Jose Mauricio Gaona, O’Brien Fellow at the McGill Centre for Human Rights and Legal Pluralism
Under US law, immigration authorities may exercise discretionary powers to allow otherwise inadmissible or removable aliens to enter or remain in the country. Such powers include, but are not limited to: (i) deferred actions, 8 U.S.C. § 1227(d)(2), e.g., DACA, (ii) parole to enter the U.S. on humanitarian grounds, 8 U.S.C. § 1182(d)(5)(A), and (iii) Temporary Protected Status for foreign nationals of designated states and circumstances, 8 U.S.C. § 1254(a), e.g., El Salvador, Haiti.
On January 20, 2017, President Trump issued Executive Order 13768 “Enhancing Public Safety in the Interior of the United States,” which directed federal agencies to ensure a faithful execution of immigration laws against removable aliens. As a result, DHS — following U.S. AG legal opinion — rescinded DACA. On January 9, 2018, federal district judge, William Aslup, granted a preliminary injunction promoted by the University of California against the U.S. government to restore DACA, ordering USCIS to accept DACA renewals until further notice. As Trump uses funding for his “Wall” and Democrats-in-Congress a government shutdown to force an immigration deal, the lives of 800,000 "Dreamers" are on the line.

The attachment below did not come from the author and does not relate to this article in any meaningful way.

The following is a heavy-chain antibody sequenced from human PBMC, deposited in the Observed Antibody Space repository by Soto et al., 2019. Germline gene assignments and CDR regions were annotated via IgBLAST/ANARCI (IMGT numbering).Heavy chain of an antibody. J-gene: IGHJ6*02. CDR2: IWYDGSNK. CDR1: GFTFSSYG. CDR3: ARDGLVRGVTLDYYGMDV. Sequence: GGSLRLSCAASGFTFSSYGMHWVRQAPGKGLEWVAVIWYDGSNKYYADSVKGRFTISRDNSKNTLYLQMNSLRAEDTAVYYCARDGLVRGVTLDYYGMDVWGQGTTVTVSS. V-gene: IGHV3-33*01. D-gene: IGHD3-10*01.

Topics: International legal scholar expert in the areas of constitutional, immigration, and international law
jm.gaona [at] mail.mcgill.ca
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